The perfect chilli con carne in the heart of Texas
My hardened palate laughs off the heat, but struggles to differentiate one spoonful of domesticated red from the next. In fact my only strong opinions are reserved for two duffers, which makes the final results fascinating: the burnt one breaks the top 10, and the one that stank of cats is only one off the podium. "All down to individual taste," says Wappo. "No such thing as the perfect chilli." Happily, he's wrong.
If the story of chilli is the story of Texas, the whole book is neatly abridged in the Hill Country, the rolling uplands north of San Antonio. Here, in the town of New Braunfels, German immigrant William Gebhardt marketed the first commercial chilli powder, thereby propelling a homespun local dish on the road to world domination. And it was in Bandera that the Great Western Trail began, and with it the cult of the cowboy: 300,000 head of longhorn cattle, most rustled from Mexico, herded through its broad main street every year in the 1870s and '80s, a last staging post to stock up on liquor and chilli brick before the long, hard ride to Dodge City, Kansas. And it's here, at the rambling and thrillingly authentic Dixie Dude Ranch, that I am inducted into that cult, riding my palomino slowly through the herds of longhorn for hour after hour.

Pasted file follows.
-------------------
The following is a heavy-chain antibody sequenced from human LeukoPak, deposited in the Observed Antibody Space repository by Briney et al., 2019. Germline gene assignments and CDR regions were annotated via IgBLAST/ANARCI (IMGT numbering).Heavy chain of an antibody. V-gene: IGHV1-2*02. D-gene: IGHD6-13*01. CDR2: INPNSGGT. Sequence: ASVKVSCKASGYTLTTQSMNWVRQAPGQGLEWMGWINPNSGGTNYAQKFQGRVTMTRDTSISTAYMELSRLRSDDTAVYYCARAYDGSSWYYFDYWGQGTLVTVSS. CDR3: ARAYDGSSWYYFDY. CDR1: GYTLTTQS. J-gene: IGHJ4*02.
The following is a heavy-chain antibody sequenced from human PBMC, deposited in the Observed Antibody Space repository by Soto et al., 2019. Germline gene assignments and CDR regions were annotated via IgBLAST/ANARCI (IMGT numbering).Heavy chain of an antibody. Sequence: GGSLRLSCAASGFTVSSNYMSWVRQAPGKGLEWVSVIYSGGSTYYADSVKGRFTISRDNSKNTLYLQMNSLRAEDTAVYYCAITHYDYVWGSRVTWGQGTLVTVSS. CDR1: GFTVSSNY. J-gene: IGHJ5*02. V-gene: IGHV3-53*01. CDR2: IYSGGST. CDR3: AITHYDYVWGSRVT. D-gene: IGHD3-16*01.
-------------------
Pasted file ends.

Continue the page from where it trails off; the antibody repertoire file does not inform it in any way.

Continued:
As viewed through a windscreen, the Hill Country seems full of plump oak trees and well-watered meadows, almost European in aspect. It's hardly a surprise to learn that the region is now better known for its wine than its beef. But from the saddle and far into the heart of the Dixie Dude's 750 acres, I'm looking at a landscape crafted by Wayne and Eastwood: dried creeks, prickly pears, untamed, unpeopled hillsides of brush inflamed with a red-orange covering of the flower known as Indian paintbrush.
The sun is high when our column ambles out of the corral, the shadows long when we return, past the barn that's home to a wagon, the very one the current owner's grandfather drove in when he bought this place in 1901. I creak down from the saddle, hot and hungry, pull my Stetson-substitute cap down over my eyes, then stroll languidly towards the verandah shade, and a table where a glass of lemonade waits by an enamel bowl. Chilli, prepared to a recipe finalised in the kitchen here a century back, seasoned with the pequins and japones that gleam fiercely in the bushes behind the ranch-house, like rubies in the dust. Without raising a fork, I know I'm never going to find a better bowl of red.
Tim Moore is the author of Do Not Pass Go and French Revolutions, among others.